The geography of chronic digestive disease in southern Africa.S Afr Med J. 1988 Jun 04; 73(11):649-52.SA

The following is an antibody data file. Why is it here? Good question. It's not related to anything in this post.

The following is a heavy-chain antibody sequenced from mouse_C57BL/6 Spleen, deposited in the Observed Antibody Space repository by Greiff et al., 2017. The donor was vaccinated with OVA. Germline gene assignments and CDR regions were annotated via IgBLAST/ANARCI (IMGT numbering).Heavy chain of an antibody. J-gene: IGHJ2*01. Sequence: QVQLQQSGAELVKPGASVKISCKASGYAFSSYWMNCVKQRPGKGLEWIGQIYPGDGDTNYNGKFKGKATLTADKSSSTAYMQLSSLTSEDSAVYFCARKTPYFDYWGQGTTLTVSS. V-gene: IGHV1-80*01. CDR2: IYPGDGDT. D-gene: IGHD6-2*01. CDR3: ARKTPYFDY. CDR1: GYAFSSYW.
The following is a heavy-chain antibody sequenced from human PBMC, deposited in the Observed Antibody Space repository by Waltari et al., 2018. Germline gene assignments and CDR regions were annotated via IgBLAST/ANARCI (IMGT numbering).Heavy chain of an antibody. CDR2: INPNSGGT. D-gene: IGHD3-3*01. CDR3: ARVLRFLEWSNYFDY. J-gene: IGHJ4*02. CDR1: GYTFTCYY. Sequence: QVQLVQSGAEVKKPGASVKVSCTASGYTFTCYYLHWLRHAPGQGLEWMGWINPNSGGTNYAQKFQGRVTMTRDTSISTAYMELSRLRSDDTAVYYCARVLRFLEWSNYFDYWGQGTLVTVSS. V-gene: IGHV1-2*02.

Lifestyle and dietary patterns are in the process of rapid transformation in Soweto. Comparisons with whites indicate differences in bowel behaviour, lactase deficiency and breath methanes. The association between smoking pipe tobacco and cancer of the oesophagus is confirmed, but home-brew consumption has been found to be the major risk factor in this cancer. A recent swing to Western-type alcohol has led to the emergence of alcohol-induced pancreatitis in blacks. Urbanisation and westernisation have also affected the influence of the traditional healer and the incidence of duodenal ulcer disease. The fundamental environmental influence which determines non-infective large-bowel disease is diet. A dietary survey of Sowetans indicates that their present diet is low in fat and fibre. Despite the latter, appendicitis is still relatively uncommon. Other significant differences are observed in colorectal cancer and diverticular disease.